Islamic Voice A Monthly English Magazine
Rabi-Ul Akhir / Jamadiul Awwal 1423 H
July 2002
Volume 15-07 No:187

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Travelogue


Land of Museums and Muslim Carnivals


Land of Museums and Muslim Carnivals

Islam has become very popular in Geneva.
Despite the hustle and bustle of the city which boasts to have the second largest complex of the UN
after New York, the spiritual life of Muslims in Geneva remains untouched by the strides of westernisation

By Malika B. Mistry

Recently, I visited Geneva to participate in the Neelan Tiruchelvam Training Seminar and later in the meeting of the UN Working Group on Minorities. At first glance, I could hardly spot any Muslims here, but the existence of three mosques in Geneva lifted my spirits - the biggest mosque is located at the Petit Sacconnex Bus Terminus.

This mosque belongs to the Islamic Cultural Foundation of Geneva. Two decades ago, there were no facilities for Muslims in Geneva to learn about Islam, Islamic culture and to carry out activities according to Islamic rules. It was then that King Faisal of Saudi Arabia helped out in building the biggest mosque in 1977 and it was inaugurated by King Khalid in 1978. King Fahd created an awkaf in the name of the Islamic Cultural Foundation. Since then, the mosque has been expanded as the number of worshippers visiting the mosque increased. For the Friday prayers, over 1500 to 2000 people from all over Geneva visit this mosque. Geneva has a Muslim population of 15,000 in its total population of 4,50,000. In Switzerland, Islam seems to be the fastest growing religion. While the percentage of Protestants grew by 2 per cent, Catholics declined by 8 per cent and Muslims increased by 12 per cent. The Foundation has full-time staff members, a director, an imam, a librarian and a media officer. Mehmood, an Egyptian who is the director, has dedicated his life for the activities of the Foundation. The mosque also comprises a school where children are enrolled into the study of the Quran. The morgue provides facilities for burial of the dead including bathing of the bodies.

In the Swiss schools, the Muslim children are not exposed to the Islamic principles and values and the existence of the school attached to the mosque is a boon to the kids. The Foundation conducts a regular part-time Arabic language course for non-Arabic speaking people. Spending time at the library in the Foundation is an unique experience by itself as one can get engrossed in books on Islam and Muslims in French, Arabic and English. The Foundation has four clubs within its premises - a club for Muslim men, club for Muslim women, club for Young Muslim boys and the club for young Muslim girls.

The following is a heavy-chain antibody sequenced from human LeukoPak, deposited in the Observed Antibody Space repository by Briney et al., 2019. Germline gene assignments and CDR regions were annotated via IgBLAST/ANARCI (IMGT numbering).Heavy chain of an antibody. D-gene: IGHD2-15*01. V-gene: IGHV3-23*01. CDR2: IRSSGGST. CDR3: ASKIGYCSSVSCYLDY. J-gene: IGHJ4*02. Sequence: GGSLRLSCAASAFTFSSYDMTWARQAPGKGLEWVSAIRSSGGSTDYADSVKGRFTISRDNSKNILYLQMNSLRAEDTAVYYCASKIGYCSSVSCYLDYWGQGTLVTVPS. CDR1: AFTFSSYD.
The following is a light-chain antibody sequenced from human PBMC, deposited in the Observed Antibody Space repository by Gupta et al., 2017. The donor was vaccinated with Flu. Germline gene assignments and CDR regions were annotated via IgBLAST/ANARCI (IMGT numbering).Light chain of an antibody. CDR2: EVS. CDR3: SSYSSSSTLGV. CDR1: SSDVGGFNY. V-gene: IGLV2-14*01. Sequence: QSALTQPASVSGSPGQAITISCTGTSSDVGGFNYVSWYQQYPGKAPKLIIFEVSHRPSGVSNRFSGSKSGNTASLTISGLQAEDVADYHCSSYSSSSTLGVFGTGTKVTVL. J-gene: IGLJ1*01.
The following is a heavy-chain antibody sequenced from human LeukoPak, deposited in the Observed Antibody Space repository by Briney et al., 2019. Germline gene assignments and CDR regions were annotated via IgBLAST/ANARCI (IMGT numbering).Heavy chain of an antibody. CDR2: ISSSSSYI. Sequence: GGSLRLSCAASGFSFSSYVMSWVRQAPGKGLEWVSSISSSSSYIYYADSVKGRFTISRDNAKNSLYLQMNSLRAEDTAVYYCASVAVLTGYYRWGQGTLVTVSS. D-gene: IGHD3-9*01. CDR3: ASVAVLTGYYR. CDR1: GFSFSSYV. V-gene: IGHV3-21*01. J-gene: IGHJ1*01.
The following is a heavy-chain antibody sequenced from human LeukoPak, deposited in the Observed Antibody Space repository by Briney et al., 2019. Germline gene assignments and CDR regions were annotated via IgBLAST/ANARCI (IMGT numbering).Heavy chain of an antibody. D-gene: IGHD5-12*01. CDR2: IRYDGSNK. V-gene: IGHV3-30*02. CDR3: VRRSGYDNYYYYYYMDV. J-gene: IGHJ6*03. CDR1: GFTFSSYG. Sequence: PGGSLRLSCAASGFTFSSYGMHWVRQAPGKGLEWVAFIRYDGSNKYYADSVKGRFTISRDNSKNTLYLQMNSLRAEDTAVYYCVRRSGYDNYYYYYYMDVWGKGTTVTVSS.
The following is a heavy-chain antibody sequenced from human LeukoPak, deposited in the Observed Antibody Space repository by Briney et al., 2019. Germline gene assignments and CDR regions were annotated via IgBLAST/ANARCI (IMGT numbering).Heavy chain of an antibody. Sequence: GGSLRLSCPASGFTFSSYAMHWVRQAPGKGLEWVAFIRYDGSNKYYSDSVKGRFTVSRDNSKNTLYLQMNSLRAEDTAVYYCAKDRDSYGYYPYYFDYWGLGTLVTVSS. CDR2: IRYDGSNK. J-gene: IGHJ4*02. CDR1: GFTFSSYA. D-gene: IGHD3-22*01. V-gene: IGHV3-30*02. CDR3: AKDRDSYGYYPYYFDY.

The clubs provide the community life to the Muslims and the children here who otherwise get lost in the glitter and glamour of the western world. Through these clubs, the Foundation organises Quran recitation competitions for kids and tours and picnics are a regular affair too. Geneva has many Muslims who have migrated from Morocco, Egypt, Libya and Sudan. Twice a year, Muslim cultural programmes called as Muslim Carnival are organised to bring the Muslims together. This year, the ailing King of Saudi Arabia who had arrived in Switzerland to recuperate had sent food packets to be distributed as gifts to the Muslim kids at the Carnival.

From Geneva, I travelled to Cartigny village which is 10 minutes distance by bus. A sleepy village located on an agricultural plateau, it is surrounded by farms and wild grass. On the hills, one can see grape vines. Cartigny is a perfect holiday spot, though there are no recreational facilities around.

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